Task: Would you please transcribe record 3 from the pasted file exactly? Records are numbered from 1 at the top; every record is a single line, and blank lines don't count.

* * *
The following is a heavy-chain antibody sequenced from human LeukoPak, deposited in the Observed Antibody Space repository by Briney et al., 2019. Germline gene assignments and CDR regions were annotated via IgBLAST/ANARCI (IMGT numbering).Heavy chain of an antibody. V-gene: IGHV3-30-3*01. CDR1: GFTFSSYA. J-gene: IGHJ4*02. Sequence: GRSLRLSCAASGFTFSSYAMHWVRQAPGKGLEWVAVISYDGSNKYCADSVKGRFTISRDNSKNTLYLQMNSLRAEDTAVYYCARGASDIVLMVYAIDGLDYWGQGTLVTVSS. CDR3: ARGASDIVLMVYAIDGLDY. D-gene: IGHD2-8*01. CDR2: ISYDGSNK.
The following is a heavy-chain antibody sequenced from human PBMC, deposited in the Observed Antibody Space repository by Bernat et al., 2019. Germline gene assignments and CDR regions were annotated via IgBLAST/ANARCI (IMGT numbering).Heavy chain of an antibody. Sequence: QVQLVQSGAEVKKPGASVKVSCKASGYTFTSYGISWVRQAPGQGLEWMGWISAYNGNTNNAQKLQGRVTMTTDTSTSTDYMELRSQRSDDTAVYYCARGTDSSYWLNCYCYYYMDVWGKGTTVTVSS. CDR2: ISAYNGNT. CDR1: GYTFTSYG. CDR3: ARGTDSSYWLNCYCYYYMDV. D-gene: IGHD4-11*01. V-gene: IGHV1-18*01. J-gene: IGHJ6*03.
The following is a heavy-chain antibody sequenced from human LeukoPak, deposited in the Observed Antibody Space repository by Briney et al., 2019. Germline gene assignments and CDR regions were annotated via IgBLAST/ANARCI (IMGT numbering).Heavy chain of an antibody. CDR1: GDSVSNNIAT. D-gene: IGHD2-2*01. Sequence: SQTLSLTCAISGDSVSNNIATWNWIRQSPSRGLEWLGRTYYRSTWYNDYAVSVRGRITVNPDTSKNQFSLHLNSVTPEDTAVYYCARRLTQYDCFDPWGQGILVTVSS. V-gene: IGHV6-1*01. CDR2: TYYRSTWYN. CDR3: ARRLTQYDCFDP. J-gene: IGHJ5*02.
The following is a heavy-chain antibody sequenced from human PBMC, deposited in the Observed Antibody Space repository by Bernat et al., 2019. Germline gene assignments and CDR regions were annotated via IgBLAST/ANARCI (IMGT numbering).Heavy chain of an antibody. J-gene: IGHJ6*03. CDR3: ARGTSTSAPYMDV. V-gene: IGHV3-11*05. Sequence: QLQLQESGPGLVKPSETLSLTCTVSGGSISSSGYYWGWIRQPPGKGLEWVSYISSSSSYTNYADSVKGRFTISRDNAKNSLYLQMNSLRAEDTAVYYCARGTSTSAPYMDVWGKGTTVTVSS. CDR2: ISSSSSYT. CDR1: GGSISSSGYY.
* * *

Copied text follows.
The following is a heavy-chain antibody sequenced from human LeukoPak, deposited in the Observed Antibody Space repository by Briney et al., 2019. Germline gene assignments and CDR regions were annotated via IgBLAST/ANARCI (IMGT numbering).Heavy chain of an antibody. CDR1: GDSVSNNIAT. D-gene: IGHD2-2*01. Sequence: SQTLSLTCAISGDSVSNNIATWNWIRQSPSRGLEWLGRTYYRSTWYNDYAVSVRGRITVNPDTSKNQFSLHLNSVTPEDTAVYYCARRLTQYDCFDPWGQGILVTVSS. V-gene: IGHV6-1*01. CDR2: TYYRSTWYN. CDR3: ARRLTQYDCFDP. J-gene: IGHJ5*02.